The Church of Scientology

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In the latter half of the twentieth century the Church of Scientology has emerged as one of the largest and most extensive new religious movements of modern time. The Church has also been subject to ongoing controversy in terms of new religions and their cult-like practices. The teachings of founder L. Ron Hubbard were initially successful in the 1950’s with the emergence of Dianetics, but have since been subject to heavy international criticism. Many countries have banned not only Dianetics and the auditing process but the teachings of the Church and its founder.

Despite media and public criticism, however, Scientology has grown into a large international, ecclesiastical body with centers in almost half the countries of the world1. It has developed a mature theology and thousands of people report that the Church has given them a spiritual and optimistic perspective on life. If one wishes to truly understand Scientology as a new religious movement the question emerges as to whether you should examine the critical research conducted by the professional “outsider”, or turn to the “insider”; members of the religion who are familiar with its teachings.

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This paper will examine the perspectives of both sides; outsider and insider, and will critically analyze their material on the subject of Scientology. By utilizing both perspectives there is a hope to achieve a broad understanding of the Church of Scientology. In the online article blatantly named “Scientology Lies”, author Kristy Watcher makes a variety of claims against the Church of Scientology, using both qualitative and quantitative data to validate her claims.

As an outsider Watcher does not try and maintain a neutral perspective on Scientology policies and beliefs, but rather aggressively challenges the religion and its members. The first claim brought forward against Scientology is that the church has since the 1970’s held individuals against their will. These illegal acts, Watcher claims were not committed by radical or rogue members of the Church, but were done in accordance with Scientology policies. The names and statements made by those held by the Church are given in the article, along with precise detail (dates, locations) as to where they were taken hold.

The programs used by scientologist’s whereby false imprisonment is called for, are the Introspection Rundown which is when a member of the Church has a nervous breakdown, and the RPF; the mandatory Scientology labour camp2. One example is given by Watcher of a young woman named Lisa McPherson who was held against her will for seventeen days by the Church of Scientology and subsequently died in their custody. Her estate then sued for wrongful death and false imprisonment, and was successful in receiving more than ten million dollars in compensation.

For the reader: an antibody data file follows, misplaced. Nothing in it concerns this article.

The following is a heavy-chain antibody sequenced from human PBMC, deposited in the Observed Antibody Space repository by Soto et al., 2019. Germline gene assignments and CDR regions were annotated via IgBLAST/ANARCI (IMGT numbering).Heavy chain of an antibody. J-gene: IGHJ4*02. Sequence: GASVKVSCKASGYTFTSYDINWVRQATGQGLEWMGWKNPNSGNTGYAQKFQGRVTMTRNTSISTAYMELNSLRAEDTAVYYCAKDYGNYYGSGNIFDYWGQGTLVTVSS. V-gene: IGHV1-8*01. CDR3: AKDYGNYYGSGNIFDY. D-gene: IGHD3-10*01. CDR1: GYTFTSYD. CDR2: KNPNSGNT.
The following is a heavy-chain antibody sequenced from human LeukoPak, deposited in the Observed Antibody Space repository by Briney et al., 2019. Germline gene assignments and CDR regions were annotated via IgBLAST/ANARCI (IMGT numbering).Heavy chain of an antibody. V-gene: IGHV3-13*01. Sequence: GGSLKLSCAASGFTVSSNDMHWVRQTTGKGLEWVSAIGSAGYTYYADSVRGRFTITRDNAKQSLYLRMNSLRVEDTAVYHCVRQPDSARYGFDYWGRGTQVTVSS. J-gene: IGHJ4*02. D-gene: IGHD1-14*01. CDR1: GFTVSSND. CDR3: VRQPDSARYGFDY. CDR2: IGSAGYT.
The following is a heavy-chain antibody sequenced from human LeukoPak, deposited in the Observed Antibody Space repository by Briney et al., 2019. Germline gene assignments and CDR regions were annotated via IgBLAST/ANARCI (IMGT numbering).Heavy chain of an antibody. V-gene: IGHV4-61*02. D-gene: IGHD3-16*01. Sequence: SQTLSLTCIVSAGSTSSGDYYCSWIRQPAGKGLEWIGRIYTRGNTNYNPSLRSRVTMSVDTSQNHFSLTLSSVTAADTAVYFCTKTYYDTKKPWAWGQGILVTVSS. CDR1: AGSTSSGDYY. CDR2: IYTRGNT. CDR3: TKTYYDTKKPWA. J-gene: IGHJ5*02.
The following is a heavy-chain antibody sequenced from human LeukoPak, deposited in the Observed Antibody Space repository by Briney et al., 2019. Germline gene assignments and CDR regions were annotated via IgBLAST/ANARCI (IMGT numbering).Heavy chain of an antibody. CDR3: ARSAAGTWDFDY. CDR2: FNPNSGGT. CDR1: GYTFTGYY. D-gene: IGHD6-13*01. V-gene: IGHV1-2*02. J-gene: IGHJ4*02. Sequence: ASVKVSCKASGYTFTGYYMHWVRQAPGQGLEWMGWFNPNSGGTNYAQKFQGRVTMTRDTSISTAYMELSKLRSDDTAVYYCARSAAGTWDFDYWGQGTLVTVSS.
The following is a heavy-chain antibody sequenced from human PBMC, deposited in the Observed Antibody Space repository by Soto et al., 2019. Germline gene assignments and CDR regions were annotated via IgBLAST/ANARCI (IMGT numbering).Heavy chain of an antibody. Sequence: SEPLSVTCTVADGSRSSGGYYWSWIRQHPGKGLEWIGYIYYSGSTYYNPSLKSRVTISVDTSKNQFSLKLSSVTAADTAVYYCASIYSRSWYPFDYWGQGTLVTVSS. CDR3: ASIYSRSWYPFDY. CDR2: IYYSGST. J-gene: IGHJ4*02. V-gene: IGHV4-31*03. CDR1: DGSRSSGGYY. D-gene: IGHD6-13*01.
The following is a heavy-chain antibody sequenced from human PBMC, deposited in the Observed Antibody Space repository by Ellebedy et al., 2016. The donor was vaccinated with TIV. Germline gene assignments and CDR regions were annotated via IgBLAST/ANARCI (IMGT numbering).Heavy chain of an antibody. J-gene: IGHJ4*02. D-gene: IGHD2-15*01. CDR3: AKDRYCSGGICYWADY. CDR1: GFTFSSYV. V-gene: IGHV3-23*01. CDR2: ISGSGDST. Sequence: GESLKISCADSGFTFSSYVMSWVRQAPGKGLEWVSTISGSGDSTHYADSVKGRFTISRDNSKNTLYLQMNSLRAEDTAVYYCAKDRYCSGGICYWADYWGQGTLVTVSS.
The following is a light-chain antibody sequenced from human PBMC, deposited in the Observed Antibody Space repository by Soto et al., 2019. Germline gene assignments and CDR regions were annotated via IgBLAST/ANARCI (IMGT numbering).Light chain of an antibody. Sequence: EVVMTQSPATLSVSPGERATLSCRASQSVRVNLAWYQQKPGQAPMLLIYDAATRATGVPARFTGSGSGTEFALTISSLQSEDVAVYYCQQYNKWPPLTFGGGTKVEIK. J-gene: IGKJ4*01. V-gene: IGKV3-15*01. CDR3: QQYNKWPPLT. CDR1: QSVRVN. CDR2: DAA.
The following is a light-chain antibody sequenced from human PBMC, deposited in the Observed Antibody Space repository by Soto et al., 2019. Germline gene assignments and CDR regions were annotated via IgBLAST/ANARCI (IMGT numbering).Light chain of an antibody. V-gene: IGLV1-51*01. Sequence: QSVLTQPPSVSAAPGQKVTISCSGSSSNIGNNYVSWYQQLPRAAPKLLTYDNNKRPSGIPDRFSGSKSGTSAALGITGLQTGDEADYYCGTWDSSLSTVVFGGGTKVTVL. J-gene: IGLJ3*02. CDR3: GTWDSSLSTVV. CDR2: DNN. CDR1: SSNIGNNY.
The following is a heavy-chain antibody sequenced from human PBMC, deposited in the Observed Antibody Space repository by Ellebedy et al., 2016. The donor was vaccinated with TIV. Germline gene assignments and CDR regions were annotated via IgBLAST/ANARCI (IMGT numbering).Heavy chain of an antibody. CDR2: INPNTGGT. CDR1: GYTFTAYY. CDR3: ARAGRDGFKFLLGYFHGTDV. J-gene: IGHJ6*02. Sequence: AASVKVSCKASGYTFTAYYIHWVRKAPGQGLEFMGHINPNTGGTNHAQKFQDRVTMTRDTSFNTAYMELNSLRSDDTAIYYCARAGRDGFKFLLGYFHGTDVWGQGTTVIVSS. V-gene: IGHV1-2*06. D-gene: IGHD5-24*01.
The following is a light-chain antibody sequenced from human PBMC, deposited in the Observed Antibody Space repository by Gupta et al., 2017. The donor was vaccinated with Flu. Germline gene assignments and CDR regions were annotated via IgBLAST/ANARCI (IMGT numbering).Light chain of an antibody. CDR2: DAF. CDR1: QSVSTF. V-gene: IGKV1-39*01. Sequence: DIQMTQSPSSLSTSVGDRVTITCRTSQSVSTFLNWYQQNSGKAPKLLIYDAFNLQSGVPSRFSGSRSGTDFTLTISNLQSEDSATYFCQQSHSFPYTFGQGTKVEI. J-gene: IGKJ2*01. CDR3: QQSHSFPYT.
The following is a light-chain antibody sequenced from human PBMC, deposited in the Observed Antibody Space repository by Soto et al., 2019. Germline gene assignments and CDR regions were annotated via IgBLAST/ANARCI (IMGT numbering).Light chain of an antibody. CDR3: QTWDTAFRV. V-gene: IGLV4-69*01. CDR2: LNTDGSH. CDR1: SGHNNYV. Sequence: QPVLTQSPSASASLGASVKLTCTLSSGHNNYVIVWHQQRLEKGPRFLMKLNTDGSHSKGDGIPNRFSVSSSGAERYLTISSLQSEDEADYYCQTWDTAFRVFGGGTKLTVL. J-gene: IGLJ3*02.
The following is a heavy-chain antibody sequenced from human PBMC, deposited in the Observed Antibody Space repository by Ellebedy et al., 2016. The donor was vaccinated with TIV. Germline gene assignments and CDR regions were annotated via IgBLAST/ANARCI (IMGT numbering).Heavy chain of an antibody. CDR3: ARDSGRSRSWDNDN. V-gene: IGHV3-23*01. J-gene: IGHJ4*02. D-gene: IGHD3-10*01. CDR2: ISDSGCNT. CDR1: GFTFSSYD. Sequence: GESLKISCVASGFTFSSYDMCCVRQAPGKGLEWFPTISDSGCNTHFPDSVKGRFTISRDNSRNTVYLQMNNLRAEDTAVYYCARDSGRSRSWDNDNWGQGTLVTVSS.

The second claim that Watcher investigates is the overall number of members that the Church of Scientology declares to demographic researchers. On their official website the Church asserts that they are the “fastest growing religion in the world with over eight million members worldwide. ” This claim when compared with accurate demographic research conducted by professional companies including Ipsos Reid, paints a different picture. Watcher points out that unlike commercial companies religious groups are not audited and are not legally obligated to publish accurate statistics about themselves or their members.

There are also a variety of quotations in this article from various leaders and auditors within the Scientology religion that give different numbers in membership, ranging from one million to ten million worldwide3. The creator of the Church of Scientology is criticized by Watcher because of his claim that he is a medical doctor. There is no judgment passed against Hubbard as a leader of the Church and the creator of Dianetics, instead it focuses on the fact that he in not in fact a medical doctor or nuclear physicist as he has claimed to be.

In order to legitimize Dianetics in its earliest stages, Hubbard often claimed in speeches that he was in fact a graduate of the George Washington University medical program, when in reality he dropped out after three years. Since the 1980’s, Watcher points out that Hubbard will refuse to answer questions regarding the topic of his medical degree, and has since retracted the statement that he is trained in nuclear physics. The actual process of auditing and Dianetics as a medical treatment, is brought forward by Scientologists as a cure for most mental and physical conditions.

Despite the Federal Court ruling in 1971 that Hubbard’s medical claims were a “bogus practice” and that the E-Meter could no longer be called a scientific treatment, Scientologists still support the Purification Process that comes with auditing. Watcher gives a variety of court cases in America, Britain and France wherein auditing was prescribed to members in replacement of legally-prescribed medical treatments, most of which led to bodily or mental harm.

The cost of auditing is also fairly high, as Watcher presents documents from the Scientology mental heath department that estimates the pricing of the highest level of “auditing” or OT8, to be approximately three hundred thousand dollars. Many of the tests employed during the auditing process are considered “factual scientific analysis” by members of the Church. In reality Watcher examines one test in particular; the Scientology “personality test” that essentially uses close ended questions and has little relevance to the scientific process.


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